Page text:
If you are starting a new career in real estate, property management or just looking to invest in the real estate market, there are certain real estate terms you should know.
These terms can help you become a real estate agent, sell your personal property faster, narrow your search for a new apartment and help you learn more about the industry.
But instead of spelling out real estate terms a-z, we’re starting with what we think are the most important first. This post will explore ten real estate slang and terminology everyone should know. And while you’re at it, also see if you’re up to date on investing terms!
- Paying Bond Before Signing the Lease – Bad Idea?
- Cost of Renting For First-Timers
- Writing An Offer To Purchase A House – The Basics
Real estate terms you should know
Ready for your real estate 101 lesson?
Many may know the word auction as one of the most common real estate terms but do you know exactly how real estate auctions work?
An auction is an outright sale of a property by the homebuilder, homeowner, or the Government. The person with the right to the private or commercial properties may decide to auction it to the general public, and this allows intending owners to bid for the property.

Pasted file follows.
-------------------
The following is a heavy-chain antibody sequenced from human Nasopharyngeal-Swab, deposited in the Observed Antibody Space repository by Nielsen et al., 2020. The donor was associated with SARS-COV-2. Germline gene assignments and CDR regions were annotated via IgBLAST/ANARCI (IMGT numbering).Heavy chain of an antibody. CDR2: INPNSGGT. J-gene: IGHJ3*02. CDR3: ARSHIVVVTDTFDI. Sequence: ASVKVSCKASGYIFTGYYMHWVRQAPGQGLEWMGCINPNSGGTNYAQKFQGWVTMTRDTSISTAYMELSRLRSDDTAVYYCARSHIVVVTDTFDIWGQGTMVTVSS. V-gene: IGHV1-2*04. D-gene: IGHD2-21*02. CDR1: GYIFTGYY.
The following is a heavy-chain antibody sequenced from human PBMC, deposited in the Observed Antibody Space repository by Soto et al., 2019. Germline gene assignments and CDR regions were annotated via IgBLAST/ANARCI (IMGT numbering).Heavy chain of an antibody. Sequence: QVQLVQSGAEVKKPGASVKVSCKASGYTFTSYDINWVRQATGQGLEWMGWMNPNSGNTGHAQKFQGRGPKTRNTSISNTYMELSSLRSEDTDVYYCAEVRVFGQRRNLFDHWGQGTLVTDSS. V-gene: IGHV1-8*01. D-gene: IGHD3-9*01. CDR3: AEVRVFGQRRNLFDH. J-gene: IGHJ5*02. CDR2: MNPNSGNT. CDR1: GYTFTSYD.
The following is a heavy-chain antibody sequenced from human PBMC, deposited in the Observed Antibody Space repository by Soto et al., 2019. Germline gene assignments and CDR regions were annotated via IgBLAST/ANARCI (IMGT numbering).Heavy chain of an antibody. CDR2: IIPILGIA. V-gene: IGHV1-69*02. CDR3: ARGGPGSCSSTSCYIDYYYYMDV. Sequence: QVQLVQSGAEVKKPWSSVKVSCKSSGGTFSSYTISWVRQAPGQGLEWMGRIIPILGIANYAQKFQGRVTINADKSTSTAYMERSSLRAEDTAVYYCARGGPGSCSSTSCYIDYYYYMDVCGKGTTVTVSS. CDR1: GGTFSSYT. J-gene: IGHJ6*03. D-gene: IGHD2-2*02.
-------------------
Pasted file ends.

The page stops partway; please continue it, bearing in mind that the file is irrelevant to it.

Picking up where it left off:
This is done with the help of a real estate agent and under an auction agency agreement.
People opt for real property auctions for several reasons. For example, it might just be to get the property off the market as quickly as possible.
Other times, it may be that the personal property has been on the market for too long, and the seller is trying very hard to sell it.
The real estate agent acting on the property will recommend an auction. Also, auctions are held when the Government or bank may seize property owned by an individual or business and decide to auction it to recover funds.
2. NOI (Net Operating Income)
Every potential investment comes with risks. Due to the risks involved in Real Estate, it is vital to estimate the potential profit of the investment property in question without all expenses involved in the maintenance of the property.
This estimate is known as the Net operating income. In much simpler terms, this is the profit realised from an investment property every year.
NOI = Actual real estate revenue in a year minus (-) Operating expenses in a year.
Make no mistake, real estate NOI is one of the most commonly misunderstood real estate terms.
In private or commercial real estate, bonds are issued as a form of security. A bond gives the property owner some reassurance for damages that may occur on the rental property and if there is any form of default in payment by the renters.